DDP:  You forget theyíre there.  If something started to happen, like that scene with Steve yelling at Jake, wherever that scene started, thatís when they came running with the camera. Everybody knew, like Scotty coming in there, and Jake knew, the cameraís going to be rolling 24/7.  Weíve got a couple around in case we miss shit, like when Jake was pacing at night; weíd never have had that if we didnít have the cameras up.  It was important that they knew we could be talking about anything and itís going to be a camera there.  Jake got them to shut it off twice, it came right back on.


LMD:  Did you place limits on what Steve could shoot?

DDP:  Oh yeah, they canít go to the bathroom when weíre there. {Laughs}  No, no, because I wanted everything to be raw, because I hate reality TV, because itís so bullshit.  Wrestling is realer than reality TV. {Laughs} We were the first reality TV, anyway.


LMD:  What did your role as the filmís producer entail?

DDP:  Paying for everything. {Laughs} That was part of what is said to Jake, is ďIím going to pay for everything.Ē  And {regarding crowdfunding for Robertís shoulder operation} I wouldíve paid for whatever IndieGogo didnít pull together, because without that he never would have been able to do that.  It went all the way to $29,000, we only put $9,200, so fans wanted to help out; they wanted to give back.

Scotty needed hip surgery, which is way more expensive, but I had a feeling it would happen for him too.  He didnít think it would, but it did and it helped him a lot.  It helped him get healthy, that was the main thing.  But more than anything, for me, is how people really still do care about you.  So maybe you should start caring about you?


LMD:  When did filming end?

DDP:  We did the final scene maybe three or four months ago.  And the reason why we did that was Stone Cold Steve Austinís notes, he said, ďI donít feel like you guys really wrap it up at the end here.Ē  We had the Hall of Fame, and we go home, and blah blah blah, but we had something completely different where Jake was just talking and he didnít really like it.  So, Steve started thinking about it and he came up with the old Rocky idea; Rocky and Apollo Creed.  Stone Cold wanted something that made him feel like, what was the whole journey?  How is it encompassed?  And he loved that ending when it came back around, it really brought everything together.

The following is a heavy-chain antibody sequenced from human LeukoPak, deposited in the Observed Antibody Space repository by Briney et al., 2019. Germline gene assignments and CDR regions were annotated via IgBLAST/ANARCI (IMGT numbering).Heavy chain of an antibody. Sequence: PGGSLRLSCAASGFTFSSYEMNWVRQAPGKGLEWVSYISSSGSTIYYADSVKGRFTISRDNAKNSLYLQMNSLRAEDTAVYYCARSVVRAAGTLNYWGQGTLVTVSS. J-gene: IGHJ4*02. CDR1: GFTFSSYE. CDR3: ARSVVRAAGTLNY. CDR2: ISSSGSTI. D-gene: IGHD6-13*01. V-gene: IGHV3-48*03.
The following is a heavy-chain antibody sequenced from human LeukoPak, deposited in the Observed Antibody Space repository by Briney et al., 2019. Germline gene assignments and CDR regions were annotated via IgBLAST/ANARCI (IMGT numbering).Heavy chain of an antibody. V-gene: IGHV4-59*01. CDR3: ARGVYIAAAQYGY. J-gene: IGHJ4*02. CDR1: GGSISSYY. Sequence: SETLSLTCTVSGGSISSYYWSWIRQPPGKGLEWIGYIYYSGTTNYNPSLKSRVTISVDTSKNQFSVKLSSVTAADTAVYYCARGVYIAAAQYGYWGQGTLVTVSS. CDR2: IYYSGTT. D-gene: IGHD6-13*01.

LMD:  One of the things I enjoyed watching was the brotherhood of wrestlers that you see in this film.  The regard that wrestlers like Austin, Ted DiBiase, Chris Jericho and Edge show for Jake in their interviews.  Scott Hall hitting bottom is brought to your attention by another wrestler, Sean Waltman.  Has being successful starting Jakeís path to recovery inspired you to want to help other wrestlers with similar problems?

DDP:  Iím not looking to do anything for rehab as far as addicts, because thatís not really what I do.  I help people own their lives.  And you can get them to understand that they are the story they tell themselves.  These guys just happen to be really close friends of mine.  Any one of the boys - thatís what we call ourselves, the boys, the wrestlers - every one of them, if they want the program, Iíll just give it to them.  If they want to go like Stevie Richards, he wanted to be certified and I wonít charge anything, Iíll just certify him.  Heís gotta go through the work, but then he can do it.  Itís another way to not have a ďreal job,Ē but do something that you love and make a living at it.


LMD:  I understand the WWE has offered its former wrestlers financial help overcoming addiction.  Is there anything that they or any other pro wrestling company could do more of that would stop this long chain of addiction?

DDP:  Jake did that after his rehab and they paid for all that, but when he came to me; it wasnít like I was charging him anything, so they werenít going to pay for that, but they did pay for his counseling.  And he has a guy he still talks to, and the company takes care of it.  I think the WWE has the best policy out there and I mean because of what they do after the fact.  Unions, we didnít get any of that stuff, but we knew that coming in.  That was really the focus.  It was like, how you have a wellness program that helps the guys that are in this spot, especially mentally?


LMD:  Iíve been an admirer of your attitude and positivity since I first saw you as a wrestler. Your own story of becoming a wrestler at 35 years old is amazing.  What do you owe that positivity to?

DPP:  Being a kid, by the time I was three years old, my mom was married, divorced and had three kids; she was 19 - so, my brotherís just older than my mom.  My mom moved up north to make more money to support the family, and I was left with my dad and I was just bounced around from one family to another.  I donít really remember much before was eight, but I do remember that my dad brought me to drop me off at my grandmotherís house, and he was a very emotional guy, but that was the first time I really saw him cry, cos I knew it killed him to have to give me up, but he knew I needed some family structure.  That was the last time Iíd see him or talk to him when he was sober for the next 10 years.